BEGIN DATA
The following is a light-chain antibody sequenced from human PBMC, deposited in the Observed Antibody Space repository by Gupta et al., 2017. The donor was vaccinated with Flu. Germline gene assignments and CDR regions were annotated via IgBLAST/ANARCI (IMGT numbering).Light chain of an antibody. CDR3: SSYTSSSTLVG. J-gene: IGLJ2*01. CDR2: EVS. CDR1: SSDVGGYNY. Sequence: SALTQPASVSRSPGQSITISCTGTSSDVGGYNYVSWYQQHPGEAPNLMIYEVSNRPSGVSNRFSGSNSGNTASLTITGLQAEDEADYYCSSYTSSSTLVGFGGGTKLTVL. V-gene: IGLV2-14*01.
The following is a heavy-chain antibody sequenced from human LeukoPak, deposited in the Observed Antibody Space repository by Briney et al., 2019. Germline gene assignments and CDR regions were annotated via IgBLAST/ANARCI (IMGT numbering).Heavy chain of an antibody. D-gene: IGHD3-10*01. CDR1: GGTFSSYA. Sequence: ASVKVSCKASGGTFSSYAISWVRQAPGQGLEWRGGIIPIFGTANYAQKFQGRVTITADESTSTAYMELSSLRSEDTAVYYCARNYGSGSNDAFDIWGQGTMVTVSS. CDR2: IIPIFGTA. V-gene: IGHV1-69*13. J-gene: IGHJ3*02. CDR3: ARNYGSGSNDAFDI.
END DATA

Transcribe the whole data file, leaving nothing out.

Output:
The following is a light-chain antibody sequenced from human PBMC, deposited in the Observed Antibody Space repository by Gupta et al., 2017. The donor was vaccinated with Flu. Germline gene assignments and CDR regions were annotated via IgBLAST/ANARCI (IMGT numbering).Light chain of an antibody. CDR3: SSYTSSSTLVG. J-gene: IGLJ2*01. CDR2: EVS. CDR1: SSDVGGYNY. Sequence: SALTQPASVSRSPGQSITISCTGTSSDVGGYNYVSWYQQHPGEAPNLMIYEVSNRPSGVSNRFSGSNSGNTASLTITGLQAEDEADYYCSSYTSSSTLVGFGGGTKLTVL. V-gene: IGLV2-14*01.
The following is a heavy-chain antibody sequenced from human LeukoPak, deposited in the Observed Antibody Space repository by Briney et al., 2019. Germline gene assignments and CDR regions were annotated via IgBLAST/ANARCI (IMGT numbering).Heavy chain of an antibody. D-gene: IGHD3-10*01. CDR1: GGTFSSYA. Sequence: ASVKVSCKASGGTFSSYAISWVRQAPGQGLEWRGGIIPIFGTANYAQKFQGRVTITADESTSTAYMELSSLRSEDTAVYYCARNYGSGSNDAFDIWGQGTMVTVSS. CDR2: IIPIFGTA. V-gene: IGHV1-69*13. J-gene: IGHJ3*02. CDR3: ARNYGSGSNDAFDI.